A report released by the Labor Department on Thursday showed a modest decrease in first-time claims for U.S. unemployment benefits in the week ended June 19th.
The Labor Department said initial jobless claims edged down to 411,000, a decrease of 7,000 from the previous week’s revised level of 418,000.
Economists had expected jobless claims to drop to 380,000 from the 412,000 originally reported for the previous week.
Meanwhile, the report said the less volatile four-week moving average crept up to 397,750, an increase of 1,500 from the previous week’s revised average of 396,250.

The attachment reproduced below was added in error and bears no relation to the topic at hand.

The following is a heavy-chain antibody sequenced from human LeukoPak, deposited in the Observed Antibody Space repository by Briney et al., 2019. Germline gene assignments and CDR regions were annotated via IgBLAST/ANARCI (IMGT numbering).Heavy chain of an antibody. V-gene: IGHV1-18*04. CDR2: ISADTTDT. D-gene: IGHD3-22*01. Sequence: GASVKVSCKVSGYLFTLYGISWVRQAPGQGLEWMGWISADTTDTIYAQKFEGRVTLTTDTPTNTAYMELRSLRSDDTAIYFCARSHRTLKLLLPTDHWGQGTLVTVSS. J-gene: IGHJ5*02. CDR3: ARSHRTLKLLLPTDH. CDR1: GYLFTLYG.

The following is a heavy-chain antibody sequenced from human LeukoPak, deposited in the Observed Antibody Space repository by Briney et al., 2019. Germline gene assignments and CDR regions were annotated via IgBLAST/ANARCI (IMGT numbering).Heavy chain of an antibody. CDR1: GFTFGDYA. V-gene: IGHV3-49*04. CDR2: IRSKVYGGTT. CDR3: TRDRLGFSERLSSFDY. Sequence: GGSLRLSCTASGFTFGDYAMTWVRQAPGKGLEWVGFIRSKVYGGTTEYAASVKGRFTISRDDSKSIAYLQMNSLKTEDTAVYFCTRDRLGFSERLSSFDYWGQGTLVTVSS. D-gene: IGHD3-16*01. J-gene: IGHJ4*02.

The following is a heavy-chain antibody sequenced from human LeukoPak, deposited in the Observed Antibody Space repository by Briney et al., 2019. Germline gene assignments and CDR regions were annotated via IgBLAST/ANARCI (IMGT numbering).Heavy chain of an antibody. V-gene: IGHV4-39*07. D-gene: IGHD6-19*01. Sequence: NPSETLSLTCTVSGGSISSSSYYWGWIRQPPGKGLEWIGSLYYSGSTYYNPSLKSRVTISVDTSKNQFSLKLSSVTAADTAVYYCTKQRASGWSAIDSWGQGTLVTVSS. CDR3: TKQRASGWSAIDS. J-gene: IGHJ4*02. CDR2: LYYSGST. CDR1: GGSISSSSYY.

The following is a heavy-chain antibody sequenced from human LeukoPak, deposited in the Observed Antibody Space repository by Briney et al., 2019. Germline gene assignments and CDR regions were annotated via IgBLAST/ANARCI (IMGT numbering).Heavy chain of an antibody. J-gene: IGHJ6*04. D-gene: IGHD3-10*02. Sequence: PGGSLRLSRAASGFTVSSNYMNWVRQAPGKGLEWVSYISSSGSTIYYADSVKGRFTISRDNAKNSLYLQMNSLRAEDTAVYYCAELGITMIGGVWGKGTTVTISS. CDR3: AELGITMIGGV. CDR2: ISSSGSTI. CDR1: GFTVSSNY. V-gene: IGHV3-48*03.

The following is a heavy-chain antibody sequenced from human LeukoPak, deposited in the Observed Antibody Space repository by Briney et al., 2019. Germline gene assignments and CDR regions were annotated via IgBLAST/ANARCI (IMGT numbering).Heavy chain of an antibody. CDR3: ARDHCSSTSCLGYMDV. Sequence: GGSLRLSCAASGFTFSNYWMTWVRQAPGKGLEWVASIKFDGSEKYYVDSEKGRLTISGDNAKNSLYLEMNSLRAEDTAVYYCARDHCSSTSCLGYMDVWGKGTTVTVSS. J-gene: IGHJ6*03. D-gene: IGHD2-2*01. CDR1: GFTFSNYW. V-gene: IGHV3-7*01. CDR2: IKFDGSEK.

The Labor Department said continuing claims, a reading on the number of people receiving ongoing unemployment assistance, slid by 144,000 to 3.390 million in the week ended June 12th.
The four-week moving average of continuing claims also fell by 55,250 to 3,552,500, hitting the lowest level since the week ended March 21, 2020.
“We expect the labor market recovery to gather momentum in the months ahead and anticipate a total of 8 million jobs will be created in 2021,” said Kathy Bostjancic, Chief U.S. Financial Economist at Oxford Economics.
Next Friday, the Labor Department is scheduled to release its more closely watched report on the employment situation in the month of June.
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